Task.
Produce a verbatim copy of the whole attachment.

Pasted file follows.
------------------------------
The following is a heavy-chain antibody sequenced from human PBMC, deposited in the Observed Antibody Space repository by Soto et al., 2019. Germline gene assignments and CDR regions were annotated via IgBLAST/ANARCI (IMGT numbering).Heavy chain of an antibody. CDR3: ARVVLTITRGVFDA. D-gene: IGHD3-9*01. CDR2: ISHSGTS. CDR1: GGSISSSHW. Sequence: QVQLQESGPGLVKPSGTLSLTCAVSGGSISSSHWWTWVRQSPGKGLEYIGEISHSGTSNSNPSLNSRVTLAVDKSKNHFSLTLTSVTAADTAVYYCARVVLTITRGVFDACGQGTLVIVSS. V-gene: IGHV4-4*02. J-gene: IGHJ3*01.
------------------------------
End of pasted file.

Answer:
The following is a heavy-chain antibody sequenced from human PBMC, deposited in the Observed Antibody Space repository by Soto et al., 2019. Germline gene assignments and CDR regions were annotated via IgBLAST/ANARCI (IMGT numbering).Heavy chain of an antibody. CDR3: ARVVLTITRGVFDA. D-gene: IGHD3-9*01. CDR2: ISHSGTS. CDR1: GGSISSSHW. Sequence: QVQLQESGPGLVKPSGTLSLTCAVSGGSISSSHWWTWVRQSPGKGLEYIGEISHSGTSNSNPSLNSRVTLAVDKSKNHFSLTLTSVTAADTAVYYCARVVLTITRGVFDACGQGTLVIVSS. V-gene: IGHV4-4*02. J-gene: IGHJ3*01.